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German firms avoid taxes

May 28, 2013

According to calculations by a think tank, German companies here massively avoid corporate taxes. But unlike Google and Apple, they exploit loopholes in German tax laws rather than transfer profits to tax safe havens.


German businesses avoided paying corporate taxes to the tune of 92 billion euros ($118 billion) in 2008 - the year from which latest figures were available, the German Institute for Economic Research (DIW) calculated in a study.

Germany's daily newspaper "Die Welt" released parts of the study on Tuesday, reporting that the figure marked the difference between companies' net profits and their earnings used for taxation.

"Should our estimates turn out to be correct this would mean German companies had paid only an average of 21 percent tax on their profits between 2001 and 2008, which is considerably less than tax laws demand," the newspaper quoted DIW tax expert Stefan Bach as saying.

Tax dodge

According to the DIW study, the corporate taxation gap since 2000 was more than 90 billion euros every year, with a peak of 120 billion euros reached in 2007. Admitting that the figure might be subject to minor calculation errors, Stefan Bach, however, said it was clear that an ongoing gap between net profits and companies' taxable income did indeed exist.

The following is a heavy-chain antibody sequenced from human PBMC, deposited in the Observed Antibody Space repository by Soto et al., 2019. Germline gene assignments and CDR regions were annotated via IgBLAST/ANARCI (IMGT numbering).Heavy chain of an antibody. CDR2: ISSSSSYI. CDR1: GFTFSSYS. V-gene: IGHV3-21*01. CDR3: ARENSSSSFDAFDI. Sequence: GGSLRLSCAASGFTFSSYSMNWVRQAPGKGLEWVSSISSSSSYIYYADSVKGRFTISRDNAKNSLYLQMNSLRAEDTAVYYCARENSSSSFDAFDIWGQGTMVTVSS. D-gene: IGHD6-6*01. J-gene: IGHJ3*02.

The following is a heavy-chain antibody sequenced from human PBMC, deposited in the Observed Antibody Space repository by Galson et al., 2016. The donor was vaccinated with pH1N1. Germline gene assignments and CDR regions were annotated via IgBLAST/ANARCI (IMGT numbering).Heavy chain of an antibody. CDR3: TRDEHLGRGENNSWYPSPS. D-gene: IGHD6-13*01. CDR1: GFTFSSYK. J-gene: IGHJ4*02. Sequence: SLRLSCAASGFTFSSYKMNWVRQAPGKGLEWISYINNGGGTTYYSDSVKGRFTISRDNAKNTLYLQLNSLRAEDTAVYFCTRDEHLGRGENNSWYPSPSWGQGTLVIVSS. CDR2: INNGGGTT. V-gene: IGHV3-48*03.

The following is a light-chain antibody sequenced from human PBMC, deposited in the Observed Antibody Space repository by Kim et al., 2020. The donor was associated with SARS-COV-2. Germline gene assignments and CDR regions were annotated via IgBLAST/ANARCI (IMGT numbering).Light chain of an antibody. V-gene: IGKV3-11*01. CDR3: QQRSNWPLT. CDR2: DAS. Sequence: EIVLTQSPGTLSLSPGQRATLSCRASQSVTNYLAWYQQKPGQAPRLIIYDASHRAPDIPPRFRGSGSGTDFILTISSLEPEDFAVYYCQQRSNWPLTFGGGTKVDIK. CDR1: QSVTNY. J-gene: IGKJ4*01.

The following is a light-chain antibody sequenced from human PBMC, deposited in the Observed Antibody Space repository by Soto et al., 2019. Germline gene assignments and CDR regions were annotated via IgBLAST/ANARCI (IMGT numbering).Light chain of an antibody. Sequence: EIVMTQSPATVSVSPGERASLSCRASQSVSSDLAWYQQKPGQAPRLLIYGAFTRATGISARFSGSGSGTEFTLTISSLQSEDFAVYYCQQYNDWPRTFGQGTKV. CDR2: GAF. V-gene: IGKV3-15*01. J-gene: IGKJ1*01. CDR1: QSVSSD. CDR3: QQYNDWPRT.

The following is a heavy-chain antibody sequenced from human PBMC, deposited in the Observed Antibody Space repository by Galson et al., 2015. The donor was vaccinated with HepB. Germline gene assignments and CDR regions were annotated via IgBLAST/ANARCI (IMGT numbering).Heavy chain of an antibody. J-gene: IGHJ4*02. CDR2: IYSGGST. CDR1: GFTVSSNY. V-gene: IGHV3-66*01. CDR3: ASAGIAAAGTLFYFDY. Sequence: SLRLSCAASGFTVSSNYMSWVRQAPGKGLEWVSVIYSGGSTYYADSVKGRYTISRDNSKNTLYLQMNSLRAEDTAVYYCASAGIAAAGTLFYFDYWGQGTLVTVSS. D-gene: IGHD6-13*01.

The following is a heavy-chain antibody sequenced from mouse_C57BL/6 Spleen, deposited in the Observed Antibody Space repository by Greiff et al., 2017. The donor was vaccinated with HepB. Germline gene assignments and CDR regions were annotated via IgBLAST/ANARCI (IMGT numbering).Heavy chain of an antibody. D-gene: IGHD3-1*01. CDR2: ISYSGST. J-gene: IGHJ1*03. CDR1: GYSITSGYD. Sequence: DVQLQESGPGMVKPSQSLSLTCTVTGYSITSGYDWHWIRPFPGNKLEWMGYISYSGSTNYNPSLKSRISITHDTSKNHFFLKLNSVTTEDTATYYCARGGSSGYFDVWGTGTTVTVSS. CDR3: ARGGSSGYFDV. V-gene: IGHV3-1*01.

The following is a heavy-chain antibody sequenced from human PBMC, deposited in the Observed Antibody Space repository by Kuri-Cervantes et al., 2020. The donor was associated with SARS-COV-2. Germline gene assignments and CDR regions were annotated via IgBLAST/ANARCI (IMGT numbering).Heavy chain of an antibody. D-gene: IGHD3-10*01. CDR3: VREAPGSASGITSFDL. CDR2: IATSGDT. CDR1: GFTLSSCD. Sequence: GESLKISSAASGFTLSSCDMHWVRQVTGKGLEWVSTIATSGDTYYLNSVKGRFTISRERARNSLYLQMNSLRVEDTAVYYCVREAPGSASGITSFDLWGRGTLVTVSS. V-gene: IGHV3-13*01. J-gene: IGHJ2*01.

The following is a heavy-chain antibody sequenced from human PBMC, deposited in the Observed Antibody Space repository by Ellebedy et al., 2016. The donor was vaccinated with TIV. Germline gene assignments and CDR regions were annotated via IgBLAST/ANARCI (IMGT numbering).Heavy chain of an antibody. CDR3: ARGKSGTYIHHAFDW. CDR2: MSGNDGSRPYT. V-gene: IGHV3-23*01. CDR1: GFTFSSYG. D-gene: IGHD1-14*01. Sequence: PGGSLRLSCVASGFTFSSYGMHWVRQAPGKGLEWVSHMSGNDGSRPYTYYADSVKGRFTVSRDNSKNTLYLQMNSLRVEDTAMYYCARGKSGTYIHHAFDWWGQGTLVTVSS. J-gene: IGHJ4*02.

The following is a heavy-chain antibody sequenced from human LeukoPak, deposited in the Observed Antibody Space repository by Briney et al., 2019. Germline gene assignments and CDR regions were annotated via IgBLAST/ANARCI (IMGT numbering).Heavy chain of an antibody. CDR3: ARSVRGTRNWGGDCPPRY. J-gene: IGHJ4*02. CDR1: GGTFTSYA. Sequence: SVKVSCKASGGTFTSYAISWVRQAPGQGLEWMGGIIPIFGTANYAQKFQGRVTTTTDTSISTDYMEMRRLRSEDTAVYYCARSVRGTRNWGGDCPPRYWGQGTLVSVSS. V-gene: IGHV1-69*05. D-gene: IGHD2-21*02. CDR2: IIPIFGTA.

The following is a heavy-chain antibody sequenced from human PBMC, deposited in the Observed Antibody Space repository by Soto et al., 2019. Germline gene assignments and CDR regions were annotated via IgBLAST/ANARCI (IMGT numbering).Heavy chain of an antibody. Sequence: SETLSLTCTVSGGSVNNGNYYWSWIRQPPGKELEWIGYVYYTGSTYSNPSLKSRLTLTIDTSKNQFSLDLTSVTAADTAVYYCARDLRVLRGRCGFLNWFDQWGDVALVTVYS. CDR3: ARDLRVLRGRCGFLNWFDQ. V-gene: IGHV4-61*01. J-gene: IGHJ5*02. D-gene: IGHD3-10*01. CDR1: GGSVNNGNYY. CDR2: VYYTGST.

The DIW attributed the gap primarily to retained earnings as a result of prospective losses carried over into the following year - a tax-saving possibility provided by German tax laws. In the meantime, the combined annual carry-over had climbed to a total of 568 billion euros, the DIW said.

"This [figure] clearly points to tax avoidance strategies, or even covert tax breaks, allowing companies to systematically reduce their taxable income," DIW's Stefan Bach told "Die Welt" newspaper.

The institute also found that to a lesser extent, German companies were transferring profits to offshore tax havens - a strategy for which US tech giants Apple and Google were recently criticized.

Corporate tax avoidance strategies are in the focus of a joint working group recently set up by the German tax authorities. The group is charged with identifying national corporate taxation loopholes and developing legislative measures to close them.

uhe/pfd (dpa, Reuters)

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